The conversion of Paul is an extremely perplexing fact of history for skeptics. Paul was an ardent opponent of Christianity and had everything to gain by destroying its claims. He persecuted the early Christians with zeal and thought he was serving God. When someone must confess such a drastic error in embarrassing detail, it is not likely they are fabricating their testimony. Accordingly, the testimony of a hostile witness is considered extremely convincing in a court of law. For these reasons skeptics have concocted fanciful theories such as Paul suffering from temporal lobe epilepsy or conversion disorder. Yet these desperate attempts do not account for the evidence of Jesus’ empty tomb or the eye witness testimony of the disciples or the appearance to and conversion of the once skeptical brother James. Paul was not in the frame of mind to hallucinate the risen Jesus and he does not fit the medical profile of someone who is likely to experience conversion psychosis. For this reason skeptics seek to nitpick at the details in Acts to derive contradictions.
I have charted the three accounts of Paul’s conversion and color coded the key parallel phrases as a means to demonstrate the basic consistency of the accounts. Paramount is to note the context of each passage. The first (Acts 9:1–19) is told by the narrator Luke. The second version (22:3-16) is told in Paul’s own words after he was arrested at the temple and taken to the barracks. The third is Paul’s testimony before King Agrippa. Accordingly the first has detail Paul would be unaware of like Ananias’ commission from God. The second and third have more detail in the message from Jesus to Paul reflecting the first person. From my arrangement and color coding it is readily apparent that the basic account is the same and that the minor discrepancies are merely the normal variations found when someone recalls an important event. They also reflect the contextual emphasis based on the setting.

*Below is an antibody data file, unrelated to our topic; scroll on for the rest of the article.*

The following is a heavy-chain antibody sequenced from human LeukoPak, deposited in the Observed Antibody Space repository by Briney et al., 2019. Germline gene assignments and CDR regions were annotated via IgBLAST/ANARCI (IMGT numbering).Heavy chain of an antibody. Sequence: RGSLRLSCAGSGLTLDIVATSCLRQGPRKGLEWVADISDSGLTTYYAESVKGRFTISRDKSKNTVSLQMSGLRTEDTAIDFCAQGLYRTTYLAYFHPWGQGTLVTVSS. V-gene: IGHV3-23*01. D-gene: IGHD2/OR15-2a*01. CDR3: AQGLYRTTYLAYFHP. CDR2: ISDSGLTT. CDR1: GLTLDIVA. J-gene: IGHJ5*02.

|Acts 9:1-19||Acts 22:3–16||Acts 26:8–19|
|1 But Saul, still breathing threats and murder against the disciples of the Lord, went to the high priest
2 and asked him for letters to the synagogues at Damascus, so that if he found any belonging to the Way, men or women, he might bring them bound to Jerusalem.